Japan’s Unclear Nuclear Future

By Tim Johnson

The future of Japan's nuclear plants like this one in Takahama is murky, with significant costs for dropping it from the country's energy mix at odds with public opinion. Source: Eunhei's flickr photostream, used under a creative commons license.

In their piece, Choosing Fukushima’s Legacy, in the March 8 Wall Street Journal, CSIS’s Michael Green and Mike Wallace argue that the “consequences of not restarting Japan’s nuclear power program…are dire.”  Prior to March 2011, Japan – the world’s third largest economy – relied on nuclear power for 30% of its electricity.  Green and Wallace point out that without a stable nuclear foundation, volatile energy costs and the limits of LNG storage make Japan uniquely vulnerable to supply shocks.

Indeed, Japan’s replacement of nuclear power with fossil fuels has increased its dependency on Russia and the Middle East for energy supplies and (along with a stronger yen) has led to Japan’s first annual trade deficit since 1980.

Prior to the disaster at Fukushima Daiichi power plant last March, official policy was to increase Japan’s nuclear power capacity to meet 50% of electricity needs.   In recent weeks, calls for the continuation of Japan’s nuclear power program have been made by experts in Washington and Tokyo, and it is expected that the Japanese government’s forthcoming energy plan will preserve a significant role for nuclear power.

While the economic and strategic case for nuclear power in Japan is compelling, its backers may underestimate the strength of public opposition.

For decades, government and industry experts have been telling the Japanese public that nuclear power is safe.  This will make renewed efforts to win public support for nuclear power all the more difficult as the scope of the equipment failures, radiation releases and contamination of Fukushima continues to sink in.  As one recent editorial in the Mainichi Daily News began: “The illusion of nuclear power safety has been torn out by the root.”

A recent poll conducted by the Yomiuri Shimbun showed 24% of the Japanese public wanting to abolish nuclear power in Japan, and another 53% favoring a reduction from pre-disaster levels.  Only 15% of respondents supported a return to pre-disaster levels of production and just 2% favored an increase.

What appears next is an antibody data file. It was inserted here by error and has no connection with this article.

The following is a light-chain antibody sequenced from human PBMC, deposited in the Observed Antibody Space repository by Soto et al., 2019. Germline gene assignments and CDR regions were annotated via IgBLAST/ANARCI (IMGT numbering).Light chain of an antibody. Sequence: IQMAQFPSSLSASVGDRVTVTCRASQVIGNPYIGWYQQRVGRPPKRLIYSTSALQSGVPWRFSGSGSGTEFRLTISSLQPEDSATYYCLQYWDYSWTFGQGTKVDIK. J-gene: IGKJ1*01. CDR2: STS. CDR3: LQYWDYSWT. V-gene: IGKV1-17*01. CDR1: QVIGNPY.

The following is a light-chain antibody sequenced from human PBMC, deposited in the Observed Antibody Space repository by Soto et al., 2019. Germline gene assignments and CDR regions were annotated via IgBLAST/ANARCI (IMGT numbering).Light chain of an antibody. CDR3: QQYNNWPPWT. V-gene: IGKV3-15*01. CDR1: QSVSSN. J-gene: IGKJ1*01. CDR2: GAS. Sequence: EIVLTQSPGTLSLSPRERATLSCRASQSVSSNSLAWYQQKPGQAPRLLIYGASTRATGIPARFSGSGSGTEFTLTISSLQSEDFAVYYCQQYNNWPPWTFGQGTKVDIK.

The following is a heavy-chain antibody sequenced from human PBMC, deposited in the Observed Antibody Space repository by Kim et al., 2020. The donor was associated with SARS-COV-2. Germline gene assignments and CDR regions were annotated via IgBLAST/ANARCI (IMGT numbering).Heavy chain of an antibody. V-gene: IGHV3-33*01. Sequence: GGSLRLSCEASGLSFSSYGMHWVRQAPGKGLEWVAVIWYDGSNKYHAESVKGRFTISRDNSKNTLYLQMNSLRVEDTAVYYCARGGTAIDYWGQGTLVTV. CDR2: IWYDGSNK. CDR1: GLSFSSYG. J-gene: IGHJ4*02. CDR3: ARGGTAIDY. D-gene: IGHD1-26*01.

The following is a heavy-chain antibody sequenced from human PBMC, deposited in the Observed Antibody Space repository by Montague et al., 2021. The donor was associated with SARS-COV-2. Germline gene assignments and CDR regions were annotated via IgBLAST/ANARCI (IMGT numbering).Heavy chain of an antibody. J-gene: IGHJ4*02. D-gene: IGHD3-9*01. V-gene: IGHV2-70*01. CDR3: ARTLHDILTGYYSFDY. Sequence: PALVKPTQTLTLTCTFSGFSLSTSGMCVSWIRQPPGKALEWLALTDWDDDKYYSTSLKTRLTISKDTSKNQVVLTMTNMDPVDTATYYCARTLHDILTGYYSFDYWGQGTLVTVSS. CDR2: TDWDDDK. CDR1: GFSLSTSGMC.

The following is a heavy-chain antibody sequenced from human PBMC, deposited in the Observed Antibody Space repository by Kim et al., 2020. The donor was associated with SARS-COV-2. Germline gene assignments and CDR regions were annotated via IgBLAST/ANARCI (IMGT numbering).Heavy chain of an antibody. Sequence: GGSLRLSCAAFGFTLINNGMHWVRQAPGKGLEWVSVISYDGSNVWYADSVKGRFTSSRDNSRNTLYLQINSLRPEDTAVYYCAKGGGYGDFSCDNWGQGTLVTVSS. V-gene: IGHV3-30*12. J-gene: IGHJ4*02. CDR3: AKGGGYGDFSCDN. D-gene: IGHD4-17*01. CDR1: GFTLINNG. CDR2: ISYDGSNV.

Advocates of eliminating nuclear power can now look to Germany’s plan to replace it over the next decade with conservation and renewables.  If, as expected, the last two of Japan’s 54 nuclear power plants are shut down this spring for testing and maintenance, Japan itself could temporarily “join the ranks of the 150 nations currently muddling through with all their atoms unsplit.”

As an island nation with few natural resources, a break with nuclear power would be riskier for Japan than for Germany.  However, through conservation and increased oil and gas imports, Japan has already raised thermal power’s share of electricity output from 62% to 86%, while reducing nuclear’s share from 31% to 7% from December 2010 to December 2011 (according to METI).  If any country has the ability to wean itself from nuclear power, it is Japan, whose civic-minded citizens made emergency blackouts unnecessary last spring and summer by dimming the lights and cutting back the air conditioning.

Japan’s Prime Minister at the time of the triple disaster, Naoto Kan, has added his voice to those who believe the risks of nuclear power outweigh the benefits.  In a March 8 piece in Foreign Affairs he wrote, “I have reached the conclusion…that the only option is to promote a society free of nuclear power.”

Kan, however, recognized that the coming decades will likely see a worldwide increase in nuclear power led by emerging nations like China, Russia and India.  As the March 10 cover story in the Economist notes, “nuclear power is about to become less and less a creature of democracies.”  To avoid future disasters, Kan calls for clear international rules on the safety of power plants and the disposal of radioactive waste, citing the nonproliferation treaty as a useful precedent and calling for UN involvement.

The former Prime Minister’s point complements one made by CSIS’s Green and Wallace that, “a strong U.S.-Japan relationship could form the basis for a renewed international effort to raise standards for nuclear power operations, security, safety and emergency response.”  While Kan may be ready to eliminate nuclear power, his vision for an international set of rules is more likely to be realized if Japan stays in the nuclear power business.

Should Japan disavow nuclear power at home, its voice in the political effort to raise international standards will be greatly diminished.  Leadership on reactor design, waste disposal and industry regulation will naturally flow to those who are in the game.  Moreover, the ability of Japan’s private sector to export safer nuclear technology that incorporates the lessons of Fukushima will be harmed by the absence of a stable home market.

Although critics may consider a reduced voice for Japan to be its just deserts for the failures of regulation and imagination at Fukushima, the country’s historical sensitivity to the dangers of atomic science have long given it an important role on the world stage.  Should Japan decide to follow Germany’s example and phase out nuclear energy, its absence from the first rank of nuclear powers would be a significant loss.

Tim Johnson is an attorney based in Washington, DC.  He recently practiced in Tokyo and Singapore where he represented clients making investments across the Asia-Pacific region.  He can be reached at timothynjohnson@gmail.com.